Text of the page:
SIPTU has said the Government must produce a legislative response to ensure the situation at Clerys department store in Dublin can never arise again.

Speaking after an hour-long meeting with Minister for Business and Employment Ged Nash, SIPTU Vice President Gene Mealy said insolvency legislation was not robust enough to deal with the situation in which the Clerys workers had found themselves. 

He said the minister had told them he was now carrying out a "scoping exercise" and would be producing a report for Taoiseach Enda Kenny.

He said Tánaiste Joan Burton had asked to be kept appraised on an ongoing basis.

Mr Mealy said SIPTU would be working with the minister over the coming weeks until their demands are satisfied.

He said it was "shameful" that people who had worked for the company for 40 years or more were treated the way they had been.

A spokesperson for Mr Nash described the meeting as good, adding that they would be remaining in contact with the unions.

A protest took place this afternoon outside Clerys in support of workers who lost their jobs when the company went into liquidation last Friday.

Hundreds of people gathered under the clock at Clerys and worker representatives thanked the public for their support.

Signatures were gathered on a petition calling for the new owners of Clerys to meet with the workers.

Earlier, the provisional liquidator Eamonn Richardson and Kieran Wallace of KPMG confirmed that the 130 employees will get only basic statutory redundancy.

It is understood that during an early morning meeting with Mr Nash, the provisional liquidators confirmed that there was no funding available for any additional ex-gratia redundancy payments.

Mr Wallace and Mr Richardson are believed to have outlined the chain of events leading to the closure of the store on Friday.

It is understood the liquidators' priority is to ensure that all staff receive their P45 forms by the end of this week to facilitate social welfare claims.

They are understood to have told the minister that the reason for the speedy closure of the company was because the operations subsidiary was losing money so quickly.

Mr Nash was said to have also raised the situation of the 50 concession holders who employ about 330 staff.

He requested that their claims for return of stock and money owing to them from Clerys be expedited.

The minister briefed the Cabinet following the meeting.

The liquidators also met union representatives at Liberty Hall this morning.

The liquidators declined to comment as they left the building.

Mr Nash said he does not have any statutory function in the situation and that officials from the Department of Social Protection are working closely with the liquidator and staff to make sure that payments are expedited and processed.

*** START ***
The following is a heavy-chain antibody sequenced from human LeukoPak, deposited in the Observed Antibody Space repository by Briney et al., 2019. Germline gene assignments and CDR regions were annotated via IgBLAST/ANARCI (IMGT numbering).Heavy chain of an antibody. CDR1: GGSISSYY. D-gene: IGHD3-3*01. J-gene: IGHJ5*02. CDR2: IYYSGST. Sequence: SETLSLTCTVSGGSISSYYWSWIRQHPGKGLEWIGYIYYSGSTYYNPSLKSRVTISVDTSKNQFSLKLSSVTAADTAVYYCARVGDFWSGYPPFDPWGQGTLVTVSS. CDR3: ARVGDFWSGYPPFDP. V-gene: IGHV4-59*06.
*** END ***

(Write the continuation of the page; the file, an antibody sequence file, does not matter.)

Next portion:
He told RTÉ’s News at One that this particular episode has left a very bad taste in the mouths of all Government ministers and the public.

He said if it is a case that the Government needs to examine the structures that are in place at the moment, then the Government should do that.

Minister Nash said that there is no sense that the company have not behaved within the law, but that there is a difference between the law and the way Government would encourage businesses to operate and behave.

He said that the new owners of the company should engage with the workers; explain the situation to them and explain to him, as Minister for Employment, what their plans for the site are.

SIPTU Sector Organiser Teresa Hannick described the meeting as "robust and frank".

Speaking on RTÉ's Today with Sean O'Rourke, Ms Hannick said the liquidator informed them there was no money and no funds.

She said the liquidators told them that they have had no engagement with Gordon Brothers, the previous owners of Clerys nor have they had any engagement with Natrium, the consortium which took over Clerys.

SIPTU said workers are demanding to meet representatives of Natrium and said the way workers have been treated is completely unacceptable.

Taoiseach Enda Kenny said the way Clerys workers were treated was "very insensitive" and the matter could have been handled a lot better.

Taoiseach says treatment of Clerys workers was 'very insensitive'

He welcomed the talks that are taking place today.

The Department of Social Protection has confirmed that it is to hold briefing sessions for those who have been made redundant to explain their entitlements.

Concession holders seeking legal advice

Concession holders who were operating businesses within Clerys have said they are seeking legal advice on accessing stock held on the premises and the return of monies held in trust for them by the store.

Speaking on RTÉ's Today with Sean O'Rourke, David Jones of Best Menswear said he had been told by the liquidator on Friday that there were no funds available and they would not be paid.

He said this had prompted concession holders to join forces with legal advisers appointed to contact the liquidators for clarification.

Mr Jones said he would be able to relocate some, but not all, of the staff that had been employed in the business at Clerys.

Helen Lynch, of Best of Irish Design, said unless the situation was resolved within the next two to three days, her business, which employed 18 people,  would have to shut down.